The teeter-totter EQ is a graceful approach to a limited control set. And it sounds good; even fully counter-clockwise, the high end never felt too muffled. That said, the EQ isn’t necessary for my purposes, so I appreciate the internal bypass switch. I would think the EQ would be great in back-lined situations where you might not feel free to adjust a borrowed amp’s EQ control, but outside that, most amplifiers will have more exhaustive and bass-appropriate EQ available.

The (VOL) control is simply output volume. Given the COMP control is essentially input volume, the VOL control works well to pad the output of the compressor down to an appropriate level when bouncing between engaged and bypassed states. Given the high headroom of the Bass Comp, it’s capable of substantial gain, which could be useful for using it as a boost effect, or even as a preamp for a low-output instrument.

I tried the Bass Comp with the included 18 volt power adapter, which worked great with no detectable hum or power-supply related noise. I also tried an old (non-isolated) Vestax pedal power supply (with the included polarity reversal cable). Strangely, the pedal would not power on if directly connected to an amp. If I plugged the output of the compressor into another effect (powered from the Vestax), it would then power without any problem. A little weird, but no biggie—it’s an old power supply I don’t gig with. I also tried powering the unit from a garden variety, 9VDC adapter from a MIDI interface. This also worked fine, again without hum, so I suspect there’s some pretty heavy power supply filtering going on in the Bass Comp. Lastly, I tried this with a Voodoo Labs PP2 (9v output) with the polarity flip cable, which worked fine.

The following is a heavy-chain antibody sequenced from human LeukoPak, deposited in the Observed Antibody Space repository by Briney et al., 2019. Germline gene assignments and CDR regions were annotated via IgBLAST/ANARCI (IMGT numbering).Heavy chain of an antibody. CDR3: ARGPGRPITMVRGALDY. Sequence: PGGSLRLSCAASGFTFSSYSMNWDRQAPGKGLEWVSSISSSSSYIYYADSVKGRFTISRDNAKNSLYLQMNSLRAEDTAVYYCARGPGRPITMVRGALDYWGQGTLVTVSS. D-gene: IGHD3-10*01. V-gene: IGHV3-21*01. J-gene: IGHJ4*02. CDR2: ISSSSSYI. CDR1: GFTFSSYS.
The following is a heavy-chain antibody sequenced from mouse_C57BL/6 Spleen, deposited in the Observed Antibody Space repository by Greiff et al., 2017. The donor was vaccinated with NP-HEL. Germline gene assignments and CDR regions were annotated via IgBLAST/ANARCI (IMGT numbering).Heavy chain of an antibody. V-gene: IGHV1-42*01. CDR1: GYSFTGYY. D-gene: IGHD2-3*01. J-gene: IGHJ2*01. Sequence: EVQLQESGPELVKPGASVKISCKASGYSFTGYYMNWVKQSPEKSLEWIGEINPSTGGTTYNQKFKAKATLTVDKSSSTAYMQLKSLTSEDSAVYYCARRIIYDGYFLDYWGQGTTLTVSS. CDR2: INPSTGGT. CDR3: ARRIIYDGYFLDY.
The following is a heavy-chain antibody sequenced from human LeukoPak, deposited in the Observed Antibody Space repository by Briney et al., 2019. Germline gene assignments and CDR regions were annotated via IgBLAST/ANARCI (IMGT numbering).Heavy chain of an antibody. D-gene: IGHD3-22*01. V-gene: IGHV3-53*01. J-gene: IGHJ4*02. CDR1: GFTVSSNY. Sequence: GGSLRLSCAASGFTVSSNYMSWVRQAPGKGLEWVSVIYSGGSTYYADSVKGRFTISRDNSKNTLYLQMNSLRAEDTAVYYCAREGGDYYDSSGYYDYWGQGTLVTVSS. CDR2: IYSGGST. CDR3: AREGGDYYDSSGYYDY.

In trying the pedal with different power supplies, I unexpectedly realized I slightly prefer the sound of the comp running at 9 volts vs. 18 volts. Compression appeared to happen at a lower volume, and sounded a little smoother to my ear. The majority of my testing was with passive P and J basses, so these lower output instruments may not benefit as much from the increased headroom as higher output active basses would.

I compared the Bass Comp with the ubiquitous Boss LMB3 bass limiter/ enhancer. To be fair, I’m not a huge fan of the Boss unit, but I do have it on my pedal board at the end of the chain to help even out unwanted boosts from some of the effects I use. The Diamond comp blew the Boss out of the water. Much fuller and more natural sounding. I also compared the Diamond to some rack mount compressors I’ve got floating around. It sounds comparable to dbx’s ‘overeasy’ compression, and fairly close to FMR Audio’s RNC compressor set to a 4:1 ratio with attack and release times set about mid-way. Given the pedal form factor, I was happily surprised at the sound quality compared to these rack units.

Bottom line: I really like the Bass Comp. Streeting at about $250 USD, it’s not the least expensive compressor out there, but for a North American built, boutique pedal using top-notch components it’s more than fairly priced.

Ron Guensche is a bassist and audio engineer in the San Francisco Bay Area.